long butterfly spreads are entered when the investor thinks that the underlying stock will not rise or fall much by expiration. using calls, the long butterfly can be constructed by buying one lower striking inthemoney call, writing two atthemoney calls and buying another higher striking outofthemoney call. a resulting net debit is taken to enter the trade.
limited profit
maximum profit for the long butterfly spread is attained when the underlying stock price remains unchanged at expiration. at this price, only the lower striking call expires in the money.
the formula for calculating maximum profit is given below:
* max profit = strike price of short call  strike price of lower strike long call  net premium paid  commissions paid
* max profit achieved when price of underlying = strike price of short calls
graph showing the expected profit or loss for the butterfly spread option strategy in relation to the market price of the underlying security on option expiration date.
butterfly spread payoff diagram
limited risk
maximum loss for the long butterfly spread is limited to the initial debit taken to enter the trade plus commissions.
the formula for calculating maximum loss is given below:
* max loss = net premium paid + commissions paid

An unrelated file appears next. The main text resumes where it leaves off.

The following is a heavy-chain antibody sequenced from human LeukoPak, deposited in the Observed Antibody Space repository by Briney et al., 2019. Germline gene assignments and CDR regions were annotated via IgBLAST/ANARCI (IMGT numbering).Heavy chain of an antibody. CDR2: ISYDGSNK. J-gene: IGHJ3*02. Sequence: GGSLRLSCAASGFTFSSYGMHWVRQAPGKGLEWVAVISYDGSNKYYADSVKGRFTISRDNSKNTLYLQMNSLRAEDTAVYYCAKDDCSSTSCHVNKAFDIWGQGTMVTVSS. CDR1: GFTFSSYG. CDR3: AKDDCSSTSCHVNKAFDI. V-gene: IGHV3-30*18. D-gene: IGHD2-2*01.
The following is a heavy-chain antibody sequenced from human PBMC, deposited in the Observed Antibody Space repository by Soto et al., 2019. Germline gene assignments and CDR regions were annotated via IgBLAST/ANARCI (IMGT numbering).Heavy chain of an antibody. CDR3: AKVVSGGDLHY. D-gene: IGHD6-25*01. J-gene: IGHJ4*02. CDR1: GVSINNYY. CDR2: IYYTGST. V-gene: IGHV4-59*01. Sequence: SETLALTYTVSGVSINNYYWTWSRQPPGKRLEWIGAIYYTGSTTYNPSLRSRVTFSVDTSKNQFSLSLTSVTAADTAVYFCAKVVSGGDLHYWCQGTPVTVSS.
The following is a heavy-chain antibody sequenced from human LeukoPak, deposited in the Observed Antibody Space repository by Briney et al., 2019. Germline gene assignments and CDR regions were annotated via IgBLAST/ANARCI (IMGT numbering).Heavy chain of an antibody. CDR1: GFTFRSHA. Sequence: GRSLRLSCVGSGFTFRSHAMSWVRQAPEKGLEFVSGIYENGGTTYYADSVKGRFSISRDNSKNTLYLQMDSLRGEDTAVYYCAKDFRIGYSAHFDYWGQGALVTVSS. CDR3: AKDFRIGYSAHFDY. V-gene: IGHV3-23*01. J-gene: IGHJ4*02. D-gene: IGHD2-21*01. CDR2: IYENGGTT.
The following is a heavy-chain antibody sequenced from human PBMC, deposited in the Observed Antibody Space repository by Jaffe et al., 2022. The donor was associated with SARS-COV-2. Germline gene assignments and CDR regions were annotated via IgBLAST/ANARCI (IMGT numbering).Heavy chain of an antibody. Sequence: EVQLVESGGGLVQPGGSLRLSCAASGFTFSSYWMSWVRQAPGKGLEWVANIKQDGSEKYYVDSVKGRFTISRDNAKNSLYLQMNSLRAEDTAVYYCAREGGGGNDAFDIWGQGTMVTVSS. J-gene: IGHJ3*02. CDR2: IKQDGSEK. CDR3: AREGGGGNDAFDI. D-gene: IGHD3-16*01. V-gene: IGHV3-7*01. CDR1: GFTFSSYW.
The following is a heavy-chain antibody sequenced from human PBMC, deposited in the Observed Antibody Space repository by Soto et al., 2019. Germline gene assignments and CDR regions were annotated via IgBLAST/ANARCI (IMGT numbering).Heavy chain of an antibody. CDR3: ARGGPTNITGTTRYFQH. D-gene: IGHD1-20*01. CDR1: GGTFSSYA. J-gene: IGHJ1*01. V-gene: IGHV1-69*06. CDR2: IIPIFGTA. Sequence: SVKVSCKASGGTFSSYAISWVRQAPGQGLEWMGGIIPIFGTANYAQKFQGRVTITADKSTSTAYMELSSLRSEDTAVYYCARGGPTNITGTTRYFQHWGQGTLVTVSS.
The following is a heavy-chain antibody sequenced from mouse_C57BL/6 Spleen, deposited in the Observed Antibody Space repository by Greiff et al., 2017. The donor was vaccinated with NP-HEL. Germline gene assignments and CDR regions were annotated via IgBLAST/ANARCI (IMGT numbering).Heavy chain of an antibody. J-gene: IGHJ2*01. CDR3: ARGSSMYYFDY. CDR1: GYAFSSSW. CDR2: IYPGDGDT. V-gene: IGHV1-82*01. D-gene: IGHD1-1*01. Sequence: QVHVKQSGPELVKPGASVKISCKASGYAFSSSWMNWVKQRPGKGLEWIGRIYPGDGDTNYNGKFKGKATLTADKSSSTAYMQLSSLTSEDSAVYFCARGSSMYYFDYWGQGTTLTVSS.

* max loss occurs when price of underlying = strike price of higher strike long call
breakeven point(s)
there are 2 breakeven points for the butterfly spread position. the breakeven points can be calculated using the following formulae.
* upper breakeven point = strike price of higher strike long call  net premium paid
* lower breakeven point = strike price of lower strike long call + net premium paid
example
suppose xyz stock is trading at $40 in june. an options trader executes a long call butterfly by purchasing a jul 30 call for $1100, writing two jul 40 calls for $400 each and purchasing another jul 50 call for $100. the net debit taken to enter the position is $400, which is also his maximum possible loss.
on expiration in july, xyz stock is still trading at $40. the jul 40 calls and the jul 50 call expire worthless while the jul 30 call still has an intrinsic value of $1000. subtracting the initial debit of $400, the resulting profit is $600, which is also the maximum profit attainable.
maximum loss results when the stock is trading below $30 or above $50. at $30, all the options expires worthless. above $50, any "profit" from the two long calls will be neutralised by the "loss" from the two short calls. in both situations, the butterfly trader suffers maximum loss which is the initial debit taken to enter the trade.
note: while we have covered the use of this strategy with reference to stock options, the butterfly spread is equally applicable using etf options, index options as well as options on futures.
the butterfly spread is a neutral strategy that is a combination of a bull spread and a bear spread. it is a limited profit, limited risk options strategy. there are 3 striking prices involved in a butterfly spread and it can be constructed using calls or puts.
butterfly spread construction
buy 1 itm call
sell 2 atm calls
buy 1 otm call
long call butterfly